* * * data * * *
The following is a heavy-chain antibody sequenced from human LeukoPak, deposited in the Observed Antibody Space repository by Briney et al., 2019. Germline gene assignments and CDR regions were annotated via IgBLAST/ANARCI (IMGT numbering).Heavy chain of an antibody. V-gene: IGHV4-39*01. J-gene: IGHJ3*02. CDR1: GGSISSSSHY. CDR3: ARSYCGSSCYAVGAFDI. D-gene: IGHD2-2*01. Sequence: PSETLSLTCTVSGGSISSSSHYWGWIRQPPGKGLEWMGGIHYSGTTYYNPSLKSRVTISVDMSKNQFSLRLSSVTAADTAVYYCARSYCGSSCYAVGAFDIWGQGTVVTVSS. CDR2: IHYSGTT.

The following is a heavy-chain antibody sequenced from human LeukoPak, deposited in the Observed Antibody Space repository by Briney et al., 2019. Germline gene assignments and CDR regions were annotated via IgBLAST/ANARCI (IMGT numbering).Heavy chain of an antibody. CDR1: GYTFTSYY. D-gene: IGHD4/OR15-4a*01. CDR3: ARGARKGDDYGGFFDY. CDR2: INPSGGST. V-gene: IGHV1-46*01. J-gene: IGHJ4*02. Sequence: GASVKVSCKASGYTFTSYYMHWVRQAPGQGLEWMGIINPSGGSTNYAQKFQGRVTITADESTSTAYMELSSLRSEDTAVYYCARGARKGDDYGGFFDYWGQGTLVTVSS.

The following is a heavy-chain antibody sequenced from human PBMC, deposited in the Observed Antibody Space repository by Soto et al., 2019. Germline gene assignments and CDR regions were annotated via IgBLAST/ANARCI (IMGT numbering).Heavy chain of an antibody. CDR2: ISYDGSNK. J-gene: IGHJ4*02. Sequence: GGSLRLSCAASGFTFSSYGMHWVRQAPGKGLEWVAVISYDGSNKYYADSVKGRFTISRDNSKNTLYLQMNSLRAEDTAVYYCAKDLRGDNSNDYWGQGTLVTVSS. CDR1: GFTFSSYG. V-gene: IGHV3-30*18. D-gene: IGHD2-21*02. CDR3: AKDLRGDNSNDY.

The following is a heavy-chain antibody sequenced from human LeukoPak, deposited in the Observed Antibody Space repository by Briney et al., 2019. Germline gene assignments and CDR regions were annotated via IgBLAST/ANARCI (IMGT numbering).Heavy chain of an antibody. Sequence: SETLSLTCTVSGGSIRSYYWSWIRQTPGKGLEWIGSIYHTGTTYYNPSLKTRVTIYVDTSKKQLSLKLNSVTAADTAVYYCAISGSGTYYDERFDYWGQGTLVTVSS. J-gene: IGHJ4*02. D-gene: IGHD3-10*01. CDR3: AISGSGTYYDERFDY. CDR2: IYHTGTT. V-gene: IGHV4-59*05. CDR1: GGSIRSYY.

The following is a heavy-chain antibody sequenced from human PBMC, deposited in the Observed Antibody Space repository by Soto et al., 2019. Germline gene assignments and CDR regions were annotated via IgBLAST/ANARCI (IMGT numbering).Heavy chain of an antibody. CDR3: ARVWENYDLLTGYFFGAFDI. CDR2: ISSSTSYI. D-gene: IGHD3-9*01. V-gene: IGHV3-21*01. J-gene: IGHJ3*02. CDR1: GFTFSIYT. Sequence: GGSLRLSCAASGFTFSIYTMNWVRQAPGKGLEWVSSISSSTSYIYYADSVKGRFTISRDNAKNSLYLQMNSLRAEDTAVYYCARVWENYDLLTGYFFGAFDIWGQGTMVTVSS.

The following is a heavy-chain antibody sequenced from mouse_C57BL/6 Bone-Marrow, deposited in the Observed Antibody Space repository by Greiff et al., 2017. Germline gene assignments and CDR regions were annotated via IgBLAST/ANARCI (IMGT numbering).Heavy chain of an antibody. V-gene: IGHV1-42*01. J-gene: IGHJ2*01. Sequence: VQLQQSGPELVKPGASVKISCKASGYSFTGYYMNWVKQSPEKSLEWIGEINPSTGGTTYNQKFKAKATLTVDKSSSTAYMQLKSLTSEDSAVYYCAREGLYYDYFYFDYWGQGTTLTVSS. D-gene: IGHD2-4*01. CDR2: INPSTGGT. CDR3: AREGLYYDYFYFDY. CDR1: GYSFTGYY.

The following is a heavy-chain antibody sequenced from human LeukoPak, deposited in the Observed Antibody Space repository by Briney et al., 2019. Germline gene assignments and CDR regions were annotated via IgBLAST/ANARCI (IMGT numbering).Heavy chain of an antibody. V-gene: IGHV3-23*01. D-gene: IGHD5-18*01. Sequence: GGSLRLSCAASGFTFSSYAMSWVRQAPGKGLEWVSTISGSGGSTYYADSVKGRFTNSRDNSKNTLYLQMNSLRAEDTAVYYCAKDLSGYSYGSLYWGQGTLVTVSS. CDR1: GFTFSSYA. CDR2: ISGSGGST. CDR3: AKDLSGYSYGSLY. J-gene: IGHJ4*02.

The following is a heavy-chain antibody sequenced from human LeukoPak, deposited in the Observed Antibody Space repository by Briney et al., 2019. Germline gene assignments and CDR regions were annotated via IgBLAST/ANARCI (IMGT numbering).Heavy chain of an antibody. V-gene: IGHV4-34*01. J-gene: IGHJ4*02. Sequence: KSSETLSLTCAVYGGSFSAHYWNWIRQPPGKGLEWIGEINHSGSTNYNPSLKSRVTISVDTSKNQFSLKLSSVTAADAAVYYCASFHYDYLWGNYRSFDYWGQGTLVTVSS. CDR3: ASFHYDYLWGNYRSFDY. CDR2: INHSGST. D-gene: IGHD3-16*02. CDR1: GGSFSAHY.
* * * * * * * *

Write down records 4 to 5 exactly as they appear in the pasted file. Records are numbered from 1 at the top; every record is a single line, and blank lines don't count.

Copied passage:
The following is a heavy-chain antibody sequenced from human LeukoPak, deposited in the Observed Antibody Space repository by Briney et al., 2019. Germline gene assignments and CDR regions were annotated via IgBLAST/ANARCI (IMGT numbering).Heavy chain of an antibody. Sequence: SETLSLTCTVSGGSIRSYYWSWIRQTPGKGLEWIGSIYHTGTTYYNPSLKTRVTIYVDTSKKQLSLKLNSVTAADTAVYYCAISGSGTYYDERFDYWGQGTLVTVSS. J-gene: IGHJ4*02. D-gene: IGHD3-10*01. CDR3: AISGSGTYYDERFDY. CDR2: IYHTGTT. V-gene: IGHV4-59*05. CDR1: GGSIRSYY.

The following is a heavy-chain antibody sequenced from human PBMC, deposited in the Observed Antibody Space repository by Soto et al., 2019. Germline gene assignments and CDR regions were annotated via IgBLAST/ANARCI (IMGT numbering).Heavy chain of an antibody. CDR3: ARVWENYDLLTGYFFGAFDI. CDR2: ISSSTSYI. D-gene: IGHD3-9*01. V-gene: IGHV3-21*01. J-gene: IGHJ3*02. CDR1: GFTFSIYT. Sequence: GGSLRLSCAASGFTFSIYTMNWVRQAPGKGLEWVSSISSSTSYIYYADSVKGRFTISRDNAKNSLYLQMNSLRAEDTAVYYCARVWENYDLLTGYFFGAFDIWGQGTMVTVSS.